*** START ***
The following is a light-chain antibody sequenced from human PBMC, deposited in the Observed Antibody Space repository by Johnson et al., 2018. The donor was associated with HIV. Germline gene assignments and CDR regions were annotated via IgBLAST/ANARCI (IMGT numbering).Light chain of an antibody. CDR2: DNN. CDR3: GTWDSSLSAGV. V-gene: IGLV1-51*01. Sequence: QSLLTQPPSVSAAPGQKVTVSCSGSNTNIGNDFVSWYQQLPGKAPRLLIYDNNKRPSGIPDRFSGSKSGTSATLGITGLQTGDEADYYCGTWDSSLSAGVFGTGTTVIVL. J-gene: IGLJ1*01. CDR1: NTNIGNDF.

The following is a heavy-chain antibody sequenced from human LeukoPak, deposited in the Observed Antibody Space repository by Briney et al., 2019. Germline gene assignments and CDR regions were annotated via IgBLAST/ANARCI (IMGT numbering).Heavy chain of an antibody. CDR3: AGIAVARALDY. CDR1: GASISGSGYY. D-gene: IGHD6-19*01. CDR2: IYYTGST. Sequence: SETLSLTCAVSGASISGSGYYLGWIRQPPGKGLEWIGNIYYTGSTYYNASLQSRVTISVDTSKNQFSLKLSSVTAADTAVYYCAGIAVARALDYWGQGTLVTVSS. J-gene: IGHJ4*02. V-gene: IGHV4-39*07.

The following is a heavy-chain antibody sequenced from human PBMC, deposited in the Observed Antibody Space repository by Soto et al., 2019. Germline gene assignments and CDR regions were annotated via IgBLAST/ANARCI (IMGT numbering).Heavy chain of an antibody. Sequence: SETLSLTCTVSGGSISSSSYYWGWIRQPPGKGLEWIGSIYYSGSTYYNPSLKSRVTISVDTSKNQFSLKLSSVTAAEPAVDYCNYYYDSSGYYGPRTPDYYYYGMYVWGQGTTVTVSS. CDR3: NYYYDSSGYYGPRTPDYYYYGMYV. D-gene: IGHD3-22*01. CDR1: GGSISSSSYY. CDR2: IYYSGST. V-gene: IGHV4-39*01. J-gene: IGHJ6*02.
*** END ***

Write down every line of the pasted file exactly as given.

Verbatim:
The following is a light-chain antibody sequenced from human PBMC, deposited in the Observed Antibody Space repository by Johnson et al., 2018. The donor was associated with HIV. Germline gene assignments and CDR regions were annotated via IgBLAST/ANARCI (IMGT numbering).Light chain of an antibody. CDR2: DNN. CDR3: GTWDSSLSAGV. V-gene: IGLV1-51*01. Sequence: QSLLTQPPSVSAAPGQKVTVSCSGSNTNIGNDFVSWYQQLPGKAPRLLIYDNNKRPSGIPDRFSGSKSGTSATLGITGLQTGDEADYYCGTWDSSLSAGVFGTGTTVIVL. J-gene: IGLJ1*01. CDR1: NTNIGNDF.

The following is a heavy-chain antibody sequenced from human LeukoPak, deposited in the Observed Antibody Space repository by Briney et al., 2019. Germline gene assignments and CDR regions were annotated via IgBLAST/ANARCI (IMGT numbering).Heavy chain of an antibody. CDR3: AGIAVARALDY. CDR1: GASISGSGYY. D-gene: IGHD6-19*01. CDR2: IYYTGST. Sequence: SETLSLTCAVSGASISGSGYYLGWIRQPPGKGLEWIGNIYYTGSTYYNASLQSRVTISVDTSKNQFSLKLSSVTAADTAVYYCAGIAVARALDYWGQGTLVTVSS. J-gene: IGHJ4*02. V-gene: IGHV4-39*07.

The following is a heavy-chain antibody sequenced from human PBMC, deposited in the Observed Antibody Space repository by Soto et al., 2019. Germline gene assignments and CDR regions were annotated via IgBLAST/ANARCI (IMGT numbering).Heavy chain of an antibody. Sequence: SETLSLTCTVSGGSISSSSYYWGWIRQPPGKGLEWIGSIYYSGSTYYNPSLKSRVTISVDTSKNQFSLKLSSVTAAEPAVDYCNYYYDSSGYYGPRTPDYYYYGMYVWGQGTTVTVSS. CDR3: NYYYDSSGYYGPRTPDYYYYGMYV. D-gene: IGHD3-22*01. CDR1: GGSISSSSYY. CDR2: IYYSGST. V-gene: IGHV4-39*01. J-gene: IGHJ6*02.